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Basic School Supplies, Glue Sticks, Tablets?


I'm Michel Martin and this is TELL ME MORE from NPR News. Coming up, he is the biographer of Langston Hughes, W.E.B. Du Bois and Jackie Robinson, and now Arnold Rampersad is the winner of a prestigious lifetime achievement award for his body of work. We'll speak with this legendary writer in just a few minutes.

But first, we want to talk about the school year and those ever-important school supply lists. Just like parents go to the store to gather up notebooks and those infamous number two pencils and binders, teachers in schools have supply wish lists of their own. Those include the ever-popular construction paper and paper towels, but increasingly on the wish list are items like iPads, cameras, printers and electronic white boards.

We wanted to get a sense of how some teachers are accessing and using technology in their classrooms and what social concerns that opens up, so we've called on Charles Best. He is the founder and CEO of That's a nonprofit organization that helps link donors with requests from teachers for classroom equipment and supplies through the Internet.

Mr. Best, thank you so much for joining us once again.

CHARLES BEST: Michel, thanks for having me.

MARTIN: Have you noticed the difference in the kinds of things the teachers have been requesting over time? I mean, you've been operational now for enough time that you must have kind of an interesting data set, you know, on what it is that teachers want. Has that changed over time?

BEST: We do have a whole lot of data. We have seen things change over time. Teachers at half of all the public schools in America have posted classroom projects on our site over the last few years. That really does give us a window into emerging classroom needs, and technology would be the trending topic.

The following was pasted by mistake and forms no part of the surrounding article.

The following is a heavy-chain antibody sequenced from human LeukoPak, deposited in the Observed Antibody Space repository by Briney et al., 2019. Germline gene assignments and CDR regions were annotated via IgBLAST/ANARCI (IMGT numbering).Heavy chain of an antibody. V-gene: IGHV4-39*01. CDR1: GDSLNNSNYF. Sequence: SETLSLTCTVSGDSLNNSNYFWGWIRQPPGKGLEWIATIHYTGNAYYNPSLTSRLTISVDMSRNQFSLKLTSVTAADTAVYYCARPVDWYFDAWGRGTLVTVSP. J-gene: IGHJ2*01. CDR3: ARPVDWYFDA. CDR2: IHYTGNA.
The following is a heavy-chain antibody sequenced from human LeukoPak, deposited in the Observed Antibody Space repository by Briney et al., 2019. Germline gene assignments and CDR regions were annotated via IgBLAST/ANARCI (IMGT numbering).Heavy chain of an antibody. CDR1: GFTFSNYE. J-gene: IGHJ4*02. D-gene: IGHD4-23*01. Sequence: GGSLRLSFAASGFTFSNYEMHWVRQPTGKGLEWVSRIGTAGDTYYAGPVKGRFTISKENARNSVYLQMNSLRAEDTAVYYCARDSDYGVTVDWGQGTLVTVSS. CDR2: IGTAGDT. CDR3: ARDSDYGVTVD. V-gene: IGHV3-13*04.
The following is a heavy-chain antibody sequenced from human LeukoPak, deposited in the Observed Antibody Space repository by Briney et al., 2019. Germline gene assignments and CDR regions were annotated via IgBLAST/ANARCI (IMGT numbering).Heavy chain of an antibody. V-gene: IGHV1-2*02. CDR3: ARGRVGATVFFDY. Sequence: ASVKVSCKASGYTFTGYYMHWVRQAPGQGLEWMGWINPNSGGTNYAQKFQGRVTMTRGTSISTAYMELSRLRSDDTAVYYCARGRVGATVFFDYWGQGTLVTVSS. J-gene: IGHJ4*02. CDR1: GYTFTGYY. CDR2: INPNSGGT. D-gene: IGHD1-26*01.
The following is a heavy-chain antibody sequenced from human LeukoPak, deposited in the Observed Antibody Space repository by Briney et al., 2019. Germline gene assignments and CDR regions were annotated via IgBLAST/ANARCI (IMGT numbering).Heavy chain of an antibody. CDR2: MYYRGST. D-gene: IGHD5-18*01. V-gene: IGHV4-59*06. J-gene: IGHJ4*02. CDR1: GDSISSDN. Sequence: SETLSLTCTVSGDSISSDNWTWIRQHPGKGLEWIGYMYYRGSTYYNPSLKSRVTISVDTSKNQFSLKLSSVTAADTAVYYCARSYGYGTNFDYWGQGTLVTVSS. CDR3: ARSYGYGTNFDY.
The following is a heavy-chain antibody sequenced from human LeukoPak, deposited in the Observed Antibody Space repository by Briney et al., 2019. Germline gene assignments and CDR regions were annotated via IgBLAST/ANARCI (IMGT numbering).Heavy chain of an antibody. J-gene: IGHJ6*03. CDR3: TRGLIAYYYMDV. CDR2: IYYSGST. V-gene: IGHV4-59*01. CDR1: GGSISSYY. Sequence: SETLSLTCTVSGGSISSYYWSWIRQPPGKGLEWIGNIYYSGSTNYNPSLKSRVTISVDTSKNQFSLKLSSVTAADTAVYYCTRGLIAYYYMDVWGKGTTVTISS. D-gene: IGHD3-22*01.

MARTIN: What kinds of things do they want?

BEST: So, in preparation for speaking with you, Michel, I took a look at the top 10 most requested resources at And on that list, you'd see the Elmo projector is the number one most requested resource on our site and an Elmo projector lets you do something underneath a camera and whatever you're doing is displayed hugely up on a wall. So imagine, for example, if you've got a book and you want to read with your finger underneath each word, you know, the way you would read to your kid if you were reading to them one-on-one at nighttime. But imagine that your finger going underneath each word as you read it is being projected 20 feet wide and 30 feet tall on a classroom wall.

Or imagine if you want to do a little biology experiment underneath the camera and the little tiny things that you're doing with your fingers and with the tweezers are writ large, as if it was a drive-in movie theater in your classroom.

MARTIN: And what about number two?

BEST: So, number two is an old school piece of technology. It is a listening center, where students can put on headphones and you pop in a CD of an audio book and students can listen to the words that they're reading on the page and this is huge for classrooms where the student-teacher ratio has shifted.

MARTIN: Now, of course, even people who aren't engaged with education at the moment or young children at the moment can understand projectors and they can understand listening centers, but tablet computers, iPads. I'm betting that some people will just say that's just crazy. These are all public school teachers who are asking you for these things. Correct?